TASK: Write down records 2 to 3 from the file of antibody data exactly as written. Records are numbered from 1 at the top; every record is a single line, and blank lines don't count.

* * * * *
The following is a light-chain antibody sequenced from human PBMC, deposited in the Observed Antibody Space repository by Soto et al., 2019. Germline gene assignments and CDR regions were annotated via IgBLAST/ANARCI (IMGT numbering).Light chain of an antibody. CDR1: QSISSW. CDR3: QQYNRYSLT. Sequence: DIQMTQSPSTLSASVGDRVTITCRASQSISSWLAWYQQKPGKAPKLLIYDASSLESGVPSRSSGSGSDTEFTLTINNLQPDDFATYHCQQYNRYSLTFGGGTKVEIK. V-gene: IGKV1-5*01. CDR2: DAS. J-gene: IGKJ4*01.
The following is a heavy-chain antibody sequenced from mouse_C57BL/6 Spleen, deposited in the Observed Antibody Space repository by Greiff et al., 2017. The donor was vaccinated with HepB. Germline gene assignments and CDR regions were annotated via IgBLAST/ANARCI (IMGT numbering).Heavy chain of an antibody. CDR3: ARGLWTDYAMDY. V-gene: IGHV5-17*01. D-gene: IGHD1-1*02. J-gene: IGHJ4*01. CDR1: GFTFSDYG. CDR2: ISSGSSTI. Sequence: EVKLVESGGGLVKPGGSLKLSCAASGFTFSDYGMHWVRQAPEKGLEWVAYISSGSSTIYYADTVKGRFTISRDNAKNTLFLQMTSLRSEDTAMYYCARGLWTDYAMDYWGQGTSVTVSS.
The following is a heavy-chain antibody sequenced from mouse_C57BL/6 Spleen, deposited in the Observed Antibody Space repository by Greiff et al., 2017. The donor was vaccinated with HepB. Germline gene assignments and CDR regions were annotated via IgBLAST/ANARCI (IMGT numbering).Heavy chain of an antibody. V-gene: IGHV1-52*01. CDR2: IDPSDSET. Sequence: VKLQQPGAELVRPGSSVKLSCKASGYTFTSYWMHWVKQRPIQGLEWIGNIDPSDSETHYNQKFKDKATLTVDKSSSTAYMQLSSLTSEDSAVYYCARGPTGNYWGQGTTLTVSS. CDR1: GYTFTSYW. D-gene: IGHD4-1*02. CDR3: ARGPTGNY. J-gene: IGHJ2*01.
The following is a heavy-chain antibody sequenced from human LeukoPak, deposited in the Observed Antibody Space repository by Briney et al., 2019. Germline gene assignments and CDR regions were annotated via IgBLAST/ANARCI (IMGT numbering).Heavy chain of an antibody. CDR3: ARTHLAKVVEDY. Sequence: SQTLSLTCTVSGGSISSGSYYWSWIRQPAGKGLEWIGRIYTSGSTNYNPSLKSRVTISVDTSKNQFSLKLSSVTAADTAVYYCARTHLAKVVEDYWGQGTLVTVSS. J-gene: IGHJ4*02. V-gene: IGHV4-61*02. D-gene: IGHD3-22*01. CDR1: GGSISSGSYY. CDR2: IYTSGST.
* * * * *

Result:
The following is a heavy-chain antibody sequenced from mouse_C57BL/6 Spleen, deposited in the Observed Antibody Space repository by Greiff et al., 2017. The donor was vaccinated with HepB. Germline gene assignments and CDR regions were annotated via IgBLAST/ANARCI (IMGT numbering).Heavy chain of an antibody. CDR3: ARGLWTDYAMDY. V-gene: IGHV5-17*01. D-gene: IGHD1-1*02. J-gene: IGHJ4*01. CDR1: GFTFSDYG. CDR2: ISSGSSTI. Sequence: EVKLVESGGGLVKPGGSLKLSCAASGFTFSDYGMHWVRQAPEKGLEWVAYISSGSSTIYYADTVKGRFTISRDNAKNTLFLQMTSLRSEDTAMYYCARGLWTDYAMDYWGQGTSVTVSS.
The following is a heavy-chain antibody sequenced from mouse_C57BL/6 Spleen, deposited in the Observed Antibody Space repository by Greiff et al., 2017. The donor was vaccinated with HepB. Germline gene assignments and CDR regions were annotated via IgBLAST/ANARCI (IMGT numbering).Heavy chain of an antibody. V-gene: IGHV1-52*01. CDR2: IDPSDSET. Sequence: VKLQQPGAELVRPGSSVKLSCKASGYTFTSYWMHWVKQRPIQGLEWIGNIDPSDSETHYNQKFKDKATLTVDKSSSTAYMQLSSLTSEDSAVYYCARGPTGNYWGQGTTLTVSS. CDR1: GYTFTSYW. D-gene: IGHD4-1*02. CDR3: ARGPTGNY. J-gene: IGHJ2*01.